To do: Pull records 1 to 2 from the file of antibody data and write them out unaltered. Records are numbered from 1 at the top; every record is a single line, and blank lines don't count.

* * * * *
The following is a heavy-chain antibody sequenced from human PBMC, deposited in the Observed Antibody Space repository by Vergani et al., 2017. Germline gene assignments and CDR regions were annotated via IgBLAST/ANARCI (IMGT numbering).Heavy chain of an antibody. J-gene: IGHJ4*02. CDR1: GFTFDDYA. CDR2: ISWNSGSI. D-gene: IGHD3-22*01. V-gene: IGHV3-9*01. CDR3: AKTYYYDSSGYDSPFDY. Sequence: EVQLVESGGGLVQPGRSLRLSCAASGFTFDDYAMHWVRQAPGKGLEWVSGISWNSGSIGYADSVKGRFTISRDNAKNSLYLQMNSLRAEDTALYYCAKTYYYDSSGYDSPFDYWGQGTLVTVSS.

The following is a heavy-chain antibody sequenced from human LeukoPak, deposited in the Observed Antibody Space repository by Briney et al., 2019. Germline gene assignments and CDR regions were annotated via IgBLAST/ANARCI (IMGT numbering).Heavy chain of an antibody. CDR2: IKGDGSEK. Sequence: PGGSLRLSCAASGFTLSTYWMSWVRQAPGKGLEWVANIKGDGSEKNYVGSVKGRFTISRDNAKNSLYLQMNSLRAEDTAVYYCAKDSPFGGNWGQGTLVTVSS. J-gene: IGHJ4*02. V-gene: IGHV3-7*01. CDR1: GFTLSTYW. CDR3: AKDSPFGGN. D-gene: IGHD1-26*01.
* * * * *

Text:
The following is a heavy-chain antibody sequenced from human PBMC, deposited in the Observed Antibody Space repository by Vergani et al., 2017. Germline gene assignments and CDR regions were annotated via IgBLAST/ANARCI (IMGT numbering).Heavy chain of an antibody. J-gene: IGHJ4*02. CDR1: GFTFDDYA. CDR2: ISWNSGSI. D-gene: IGHD3-22*01. V-gene: IGHV3-9*01. CDR3: AKTYYYDSSGYDSPFDY. Sequence: EVQLVESGGGLVQPGRSLRLSCAASGFTFDDYAMHWVRQAPGKGLEWVSGISWNSGSIGYADSVKGRFTISRDNAKNSLYLQMNSLRAEDTALYYCAKTYYYDSSGYDSPFDYWGQGTLVTVSS.

The following is a heavy-chain antibody sequenced from human LeukoPak, deposited in the Observed Antibody Space repository by Briney et al., 2019. Germline gene assignments and CDR regions were annotated via IgBLAST/ANARCI (IMGT numbering).Heavy chain of an antibody. CDR2: IKGDGSEK. Sequence: PGGSLRLSCAASGFTLSTYWMSWVRQAPGKGLEWVANIKGDGSEKNYVGSVKGRFTISRDNAKNSLYLQMNSLRAEDTAVYYCAKDSPFGGNWGQGTLVTVSS. J-gene: IGHJ4*02. V-gene: IGHV3-7*01. CDR1: GFTLSTYW. CDR3: AKDSPFGGN. D-gene: IGHD1-26*01.